The Little Big Life

The Big Brothers Big Sisters organization on the Cape makes a big difference in young people’s lives

By Lisa Cavanaugh • Photography by Michael and Suz Karchmer

“Kids can be not very nice.” Angela Philbrook’s voice waivers remembering the taunts she received decades ago as her school bus dropped her off at the entrance to Nickerson State Park. Philbrook’s family was homeless and living in a tent for several months while she was going to elementary school in Brewster—one of nine she attended as a child. “They would call me ‘jungle girl.’ It was mortifying,” she says.

Marilyn and Angie in Sand 1983-7 copyBut the generous affection of a local woman rescued the troubled little girl. “Meeting Marilyn was the defining moment of my life,” says Philbrook, referring to her “Big Sister,” her mentoring match from Big Brothers Big Sisters of Cape Cod & the Islands. After her mother enrolled both Philbrook and her sister in the program, Philbrook and Marilyn Roche bonded immediately. They would meet up once a week to talk or go to the beach. “Simple stuff like that had a big impact,” she recalls. Still, she was surprised when, after she admitted to Roche that she and her mom and sisters were living in the park, Roche was eager to visit.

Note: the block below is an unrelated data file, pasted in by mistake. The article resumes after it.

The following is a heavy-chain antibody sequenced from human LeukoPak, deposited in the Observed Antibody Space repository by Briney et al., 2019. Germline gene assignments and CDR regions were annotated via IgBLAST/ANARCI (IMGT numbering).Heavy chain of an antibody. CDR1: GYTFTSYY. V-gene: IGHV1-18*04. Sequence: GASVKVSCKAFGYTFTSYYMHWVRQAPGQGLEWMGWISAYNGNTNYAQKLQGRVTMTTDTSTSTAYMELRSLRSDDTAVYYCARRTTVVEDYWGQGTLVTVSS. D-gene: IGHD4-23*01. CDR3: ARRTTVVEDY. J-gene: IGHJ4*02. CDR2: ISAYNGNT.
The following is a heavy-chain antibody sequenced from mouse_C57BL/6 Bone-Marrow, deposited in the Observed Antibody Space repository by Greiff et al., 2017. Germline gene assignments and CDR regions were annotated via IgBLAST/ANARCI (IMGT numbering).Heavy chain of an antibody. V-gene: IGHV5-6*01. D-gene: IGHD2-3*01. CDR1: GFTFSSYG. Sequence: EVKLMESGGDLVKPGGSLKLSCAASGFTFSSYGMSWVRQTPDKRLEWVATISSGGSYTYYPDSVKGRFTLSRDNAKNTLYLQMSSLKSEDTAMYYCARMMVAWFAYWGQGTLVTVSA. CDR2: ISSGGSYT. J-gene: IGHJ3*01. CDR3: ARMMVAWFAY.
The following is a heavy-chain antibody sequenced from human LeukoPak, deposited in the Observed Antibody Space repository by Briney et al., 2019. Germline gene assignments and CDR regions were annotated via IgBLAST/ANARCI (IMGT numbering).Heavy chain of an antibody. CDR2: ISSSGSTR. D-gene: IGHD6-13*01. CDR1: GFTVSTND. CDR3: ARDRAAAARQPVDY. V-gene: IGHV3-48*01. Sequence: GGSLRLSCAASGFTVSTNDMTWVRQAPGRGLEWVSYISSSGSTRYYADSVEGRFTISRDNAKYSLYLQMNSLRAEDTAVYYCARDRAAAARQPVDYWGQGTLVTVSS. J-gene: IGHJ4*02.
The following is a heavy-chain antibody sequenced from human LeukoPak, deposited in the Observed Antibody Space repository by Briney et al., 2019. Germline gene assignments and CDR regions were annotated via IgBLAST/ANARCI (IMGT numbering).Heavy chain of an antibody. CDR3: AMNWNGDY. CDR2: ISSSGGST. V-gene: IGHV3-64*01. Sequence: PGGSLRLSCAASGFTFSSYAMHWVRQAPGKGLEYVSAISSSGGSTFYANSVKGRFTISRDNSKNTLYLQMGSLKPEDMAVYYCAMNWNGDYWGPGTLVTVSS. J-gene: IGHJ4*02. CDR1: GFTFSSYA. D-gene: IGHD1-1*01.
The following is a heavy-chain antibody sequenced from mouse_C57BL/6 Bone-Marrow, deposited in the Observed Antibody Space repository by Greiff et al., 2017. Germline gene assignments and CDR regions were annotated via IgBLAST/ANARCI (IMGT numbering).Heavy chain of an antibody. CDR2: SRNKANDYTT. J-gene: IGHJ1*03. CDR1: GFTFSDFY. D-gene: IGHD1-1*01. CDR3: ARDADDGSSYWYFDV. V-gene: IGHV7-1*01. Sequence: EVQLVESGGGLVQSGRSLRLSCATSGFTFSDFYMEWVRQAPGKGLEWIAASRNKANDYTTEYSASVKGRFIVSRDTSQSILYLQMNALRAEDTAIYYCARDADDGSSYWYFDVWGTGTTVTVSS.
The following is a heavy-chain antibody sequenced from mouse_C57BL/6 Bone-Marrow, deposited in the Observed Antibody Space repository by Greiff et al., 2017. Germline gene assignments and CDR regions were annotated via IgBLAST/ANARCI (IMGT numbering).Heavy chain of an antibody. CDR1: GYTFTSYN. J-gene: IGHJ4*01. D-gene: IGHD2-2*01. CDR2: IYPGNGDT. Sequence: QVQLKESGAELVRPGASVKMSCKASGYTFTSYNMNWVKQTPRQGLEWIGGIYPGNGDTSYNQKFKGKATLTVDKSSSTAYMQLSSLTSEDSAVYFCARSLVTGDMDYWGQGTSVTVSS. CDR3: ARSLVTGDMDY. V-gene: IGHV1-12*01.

“She said, ‘Why don’t I come join you for a campout? And I thought, Really? You want to sleep outside?” Philbrook still seems incredulous after all these years. “But she arrived with marshmallows, and chocolate and graham crackers and we built a campfire. So for that one night, it was OK. It was fun. She gave me that moment of dignity and it made all the difference.”

That simple act of kindness is a wonderful example of what a “Big” can do for a child in crisis. Melanie Fenstermaker, development coordinator of BBBS of Cape Cod & the Islands, has seen this kind of transformation many times. “The best stories we hear are those from former Littles who say that hands down, having a Big made an enormous impact on their success in life,” says Fenstermaker.